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ITAR Boot Camp

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American Conference Institute’s acclaimed ITAR Boot Camp is an in-depth, practical nuts and bolts course on how to comply with the ITAR.

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ITAR Boot Camp

  1. 1. Steve Tribble FLIR Systems Jahna Hartwig Williams Mullen
  2. 2. Agenda  Compliance Procedures  Investigations  Criteria for Filing Determination  Structure of Voluntary Disclosure  Post-Disclosure Actions  UTC Consent Agreement
  3. 3. Compliance Procedures Collecting and Reporting Issues  Channels for employees to report suspected violations (e.g., anonymous hotlines, sanitized email addresses, dedicated reporting websites, etc.)  Policy against retaliation for reporting  Procedures for stopping ongoing suspected violations and implementing any urgent mitigating actions  Procedures for conducting a thorough investigation of the suspected violations.  Broad enough to reveal related or similar violations with other shipments, product lines, business units, or geographic areas.
  4. 4. Compliance Procedures (cont’d)  Established responsibility for decision making regarding voluntary disclosure submissions  Criteria to consider when assessing the need to file a voluntary disclosure  Established responsibility for preparing and approving the filing  Procedures for providing notice to other government authorities when required or appropriate, (e.g., government sponsor, DSS, etc.).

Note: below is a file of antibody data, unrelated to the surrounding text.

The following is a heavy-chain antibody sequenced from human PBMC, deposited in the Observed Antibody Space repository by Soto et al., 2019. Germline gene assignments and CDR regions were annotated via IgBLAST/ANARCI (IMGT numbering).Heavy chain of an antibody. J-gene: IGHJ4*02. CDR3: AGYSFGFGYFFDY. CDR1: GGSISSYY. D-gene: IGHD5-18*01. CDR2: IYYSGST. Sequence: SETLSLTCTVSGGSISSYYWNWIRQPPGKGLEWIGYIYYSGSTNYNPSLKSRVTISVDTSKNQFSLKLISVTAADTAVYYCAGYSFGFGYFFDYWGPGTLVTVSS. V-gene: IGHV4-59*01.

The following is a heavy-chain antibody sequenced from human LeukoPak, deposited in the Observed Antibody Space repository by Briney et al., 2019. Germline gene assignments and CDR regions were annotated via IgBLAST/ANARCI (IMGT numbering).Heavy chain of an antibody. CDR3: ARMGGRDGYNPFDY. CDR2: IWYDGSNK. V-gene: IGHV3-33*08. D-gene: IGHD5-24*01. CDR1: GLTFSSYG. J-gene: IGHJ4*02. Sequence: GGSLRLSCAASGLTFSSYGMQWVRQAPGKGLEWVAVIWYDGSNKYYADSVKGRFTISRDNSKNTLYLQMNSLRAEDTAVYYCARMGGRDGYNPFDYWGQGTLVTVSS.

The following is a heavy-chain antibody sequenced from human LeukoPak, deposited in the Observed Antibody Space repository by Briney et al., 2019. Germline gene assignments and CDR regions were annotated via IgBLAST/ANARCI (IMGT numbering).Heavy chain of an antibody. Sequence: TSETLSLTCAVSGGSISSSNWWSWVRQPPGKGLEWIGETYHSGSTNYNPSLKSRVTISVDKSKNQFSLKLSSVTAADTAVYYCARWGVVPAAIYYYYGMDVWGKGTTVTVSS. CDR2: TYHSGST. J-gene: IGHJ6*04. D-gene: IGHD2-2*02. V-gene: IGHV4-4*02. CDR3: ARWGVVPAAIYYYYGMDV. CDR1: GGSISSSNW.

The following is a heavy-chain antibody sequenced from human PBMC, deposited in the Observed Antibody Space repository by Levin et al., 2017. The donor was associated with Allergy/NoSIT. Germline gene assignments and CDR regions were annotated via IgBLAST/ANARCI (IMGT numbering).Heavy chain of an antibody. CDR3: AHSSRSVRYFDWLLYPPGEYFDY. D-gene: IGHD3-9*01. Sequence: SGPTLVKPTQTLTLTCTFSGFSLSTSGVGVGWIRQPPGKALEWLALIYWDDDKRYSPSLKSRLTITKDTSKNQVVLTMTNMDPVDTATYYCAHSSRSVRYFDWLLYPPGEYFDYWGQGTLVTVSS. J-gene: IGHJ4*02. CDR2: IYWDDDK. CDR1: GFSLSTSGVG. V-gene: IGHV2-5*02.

5. 5. What is An Internal Investigation?  Company Decision – Not Directed  Fact-Finding Activity  The Five “W’s”  Did a Violation of Law or Company Policy Occur  Must be Perceived as Thorough and Independent  An Extension of the Company’s Compliance Program  Regular Internal Audits  Best if an Established Process
  6. 6. Structuring An Internal Investigation - Scope  Specific Event Occurred  What Were the Circumstances?  What is Known About the Issue?  What Was Cause of the Issue?  Criminal Allegations Involved?  Is This a Pre-cursor to a Voluntary Disclosure?  Regular Compliance Audit  Established Process  Introductory or Advanced Audit
  7. 7. In-House or External  In-House Pros and Cons  Better Understanding of Company’s Business and Processes and Will Know the Various Players  May Not Be Objective  May Not Be Experienced in ITAR  External Counsel or Consultant  Impartial and Credible  Specific ITAR Experience  Established Relationship and Experience with DDTC to Help Navigate the “Mine Field”